|Visited May 19, 2013
Hunebed D26 Drouwenerveld is one of the more interesting of the Dutch Hunebeds, but a photograph taken from above is needed to show it at its very best. This passage grave is well preserved, with twin rows of 6 sidestones and 5 of its capstones still in place: its entrance passage is marked by two pairs of sidestones but alas without capstones. The hunebed was originally surrounded by an oval of 27 kerbstones, and though only half remain today, the positions of the 'lost' (probably robbed) stones are indicated by concrete slabs.
Starting point for a visit is the village of Drouwen. You can get there by car or bike, or by taking the No 59 bus from Emmen or Borger. The hunebed lies across the main N34 highway to the west of the village. Reaching the hunebed (by walking or cycling, though you can drive a car much of the way too) is not straightforward, as this region abounds with large fields growing high quality turf. The fields are surrounded by high fences and 'keep out' notices and cannot be crossed. There is no chance of a short-cut, so you have to weave a long circuitous route between and around them.
Starting from the Markeweg bus stop in Drouwen, walk a few metres south to Steenhopenweg and turn right (west) into it. After about 350 metres, you will meet signs indicating hunebeds to the left and straight ahead. Almost immediately, a clearing on the left of the road reveals the twin hunebeds D19 Drouwen and D20 Drouwen (see map below). But to reach Drouwenerveld, continue straight ahead and through the underpass beneath the N34 for another 500 metres—then turn left (south) along Veldweg. Follow this dead straight road for just over a kilometre southwards, where it turns sharply right on to the tree-lined Lunsveenweg. Another 250 metres brings you to an area of woodland. Turn right here and follow the path north along the edge of the trees for 400 metres where you will find D26 Drouwenerveld sitting in a small clearing at the northeast corner of the woodland.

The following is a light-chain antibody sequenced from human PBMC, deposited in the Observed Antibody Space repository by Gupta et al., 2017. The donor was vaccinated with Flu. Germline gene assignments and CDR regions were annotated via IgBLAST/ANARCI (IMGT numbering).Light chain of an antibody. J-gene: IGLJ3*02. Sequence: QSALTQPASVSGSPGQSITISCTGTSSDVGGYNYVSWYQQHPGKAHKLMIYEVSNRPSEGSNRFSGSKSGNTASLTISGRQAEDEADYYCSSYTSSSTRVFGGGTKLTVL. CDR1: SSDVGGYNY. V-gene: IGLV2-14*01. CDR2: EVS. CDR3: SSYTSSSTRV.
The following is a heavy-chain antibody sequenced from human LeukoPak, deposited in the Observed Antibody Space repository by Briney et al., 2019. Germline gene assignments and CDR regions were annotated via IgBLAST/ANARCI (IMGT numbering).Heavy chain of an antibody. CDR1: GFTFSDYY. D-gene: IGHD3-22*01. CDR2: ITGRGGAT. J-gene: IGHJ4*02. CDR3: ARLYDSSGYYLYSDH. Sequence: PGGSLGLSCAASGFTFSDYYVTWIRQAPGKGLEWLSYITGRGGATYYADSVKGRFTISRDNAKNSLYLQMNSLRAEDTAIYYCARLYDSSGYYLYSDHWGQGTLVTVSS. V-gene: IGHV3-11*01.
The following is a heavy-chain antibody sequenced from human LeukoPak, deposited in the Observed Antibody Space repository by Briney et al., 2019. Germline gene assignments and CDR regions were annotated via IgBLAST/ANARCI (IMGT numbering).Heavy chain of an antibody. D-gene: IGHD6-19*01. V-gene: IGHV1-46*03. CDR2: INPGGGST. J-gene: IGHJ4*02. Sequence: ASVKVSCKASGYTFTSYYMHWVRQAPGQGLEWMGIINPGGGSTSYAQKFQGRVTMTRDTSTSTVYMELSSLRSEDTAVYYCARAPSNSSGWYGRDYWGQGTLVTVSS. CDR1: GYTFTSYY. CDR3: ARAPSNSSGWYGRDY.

The Drouwenerveld hunebed was thoroughly excavated in the late 1960s, and revealed a wealth of artifacts (mainly pottery, axe-heads and beads) dating from the Funnel Beaker Era, 5000 years ago. These are on display in the Hunebed Centre at the nearby town of Borger.
Note: to return from visiting the Hunebed, it is advisable to retrace your inward route. There are a number of farm tracks leading off Veldweg that appear to offer short-cuts: they don't. All terminate short of the N34 and do not lead to either a bridge or an underpass to traverse this extremely busy arterial highway.
Reference: Dolmens in the Netherlands by Hans Meijer.
Posted by LesHamilton
22nd May 2013ce
Edited 22nd July 2016ce